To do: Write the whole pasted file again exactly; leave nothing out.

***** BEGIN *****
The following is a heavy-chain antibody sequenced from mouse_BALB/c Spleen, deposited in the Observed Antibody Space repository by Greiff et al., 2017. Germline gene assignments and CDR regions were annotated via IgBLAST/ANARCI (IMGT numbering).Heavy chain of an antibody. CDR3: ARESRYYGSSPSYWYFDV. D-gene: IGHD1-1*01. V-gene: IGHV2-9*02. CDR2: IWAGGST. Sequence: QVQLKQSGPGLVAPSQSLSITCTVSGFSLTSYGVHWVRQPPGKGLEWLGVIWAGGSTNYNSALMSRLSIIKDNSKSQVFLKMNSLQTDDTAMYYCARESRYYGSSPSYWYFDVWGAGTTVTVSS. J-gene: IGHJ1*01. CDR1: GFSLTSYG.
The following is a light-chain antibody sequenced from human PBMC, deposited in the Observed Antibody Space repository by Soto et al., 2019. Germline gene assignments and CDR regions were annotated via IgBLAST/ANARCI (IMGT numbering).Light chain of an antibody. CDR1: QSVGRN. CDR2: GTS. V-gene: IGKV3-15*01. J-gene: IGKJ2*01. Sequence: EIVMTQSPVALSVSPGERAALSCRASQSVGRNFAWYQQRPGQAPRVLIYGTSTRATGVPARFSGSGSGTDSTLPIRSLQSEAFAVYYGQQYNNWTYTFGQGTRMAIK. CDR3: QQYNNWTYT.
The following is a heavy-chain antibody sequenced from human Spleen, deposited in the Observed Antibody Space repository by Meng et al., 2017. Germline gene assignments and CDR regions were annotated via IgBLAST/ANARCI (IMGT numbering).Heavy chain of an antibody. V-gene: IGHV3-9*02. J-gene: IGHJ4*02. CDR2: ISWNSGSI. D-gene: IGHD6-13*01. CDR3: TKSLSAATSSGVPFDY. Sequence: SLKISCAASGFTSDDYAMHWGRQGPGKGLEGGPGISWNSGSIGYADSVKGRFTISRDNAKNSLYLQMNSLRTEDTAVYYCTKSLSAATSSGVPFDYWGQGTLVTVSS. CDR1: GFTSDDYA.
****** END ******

The following is a heavy-chain antibody sequenced from mouse_BALB/c Spleen, deposited in the Observed Antibody Space repository by Greiff et al., 2017. Germline gene assignments and CDR regions were annotated via IgBLAST/ANARCI (IMGT numbering).Heavy chain of an antibody. CDR3: ARESRYYGSSPSYWYFDV. D-gene: IGHD1-1*01. V-gene: IGHV2-9*02. CDR2: IWAGGST. Sequence: QVQLKQSGPGLVAPSQSLSITCTVSGFSLTSYGVHWVRQPPGKGLEWLGVIWAGGSTNYNSALMSRLSIIKDNSKSQVFLKMNSLQTDDTAMYYCARESRYYGSSPSYWYFDVWGAGTTVTVSS. J-gene: IGHJ1*01. CDR1: GFSLTSYG.
The following is a light-chain antibody sequenced from human PBMC, deposited in the Observed Antibody Space repository by Soto et al., 2019. Germline gene assignments and CDR regions were annotated via IgBLAST/ANARCI (IMGT numbering).Light chain of an antibody. CDR1: QSVGRN. CDR2: GTS. V-gene: IGKV3-15*01. J-gene: IGKJ2*01. Sequence: EIVMTQSPVALSVSPGERAALSCRASQSVGRNFAWYQQRPGQAPRVLIYGTSTRATGVPARFSGSGSGTDSTLPIRSLQSEAFAVYYGQQYNNWTYTFGQGTRMAIK. CDR3: QQYNNWTYT.
The following is a heavy-chain antibody sequenced from human Spleen, deposited in the Observed Antibody Space repository by Meng et al., 2017. Germline gene assignments and CDR regions were annotated via IgBLAST/ANARCI (IMGT numbering).Heavy chain of an antibody. V-gene: IGHV3-9*02. J-gene: IGHJ4*02. CDR2: ISWNSGSI. D-gene: IGHD6-13*01. CDR3: TKSLSAATSSGVPFDY. Sequence: SLKISCAASGFTSDDYAMHWGRQGPGKGLEGGPGISWNSGSIGYADSVKGRFTISRDNAKNSLYLQMNSLRTEDTAVYYCTKSLSAATSSGVPFDYWGQGTLVTVSS. CDR1: GFTSDDYA.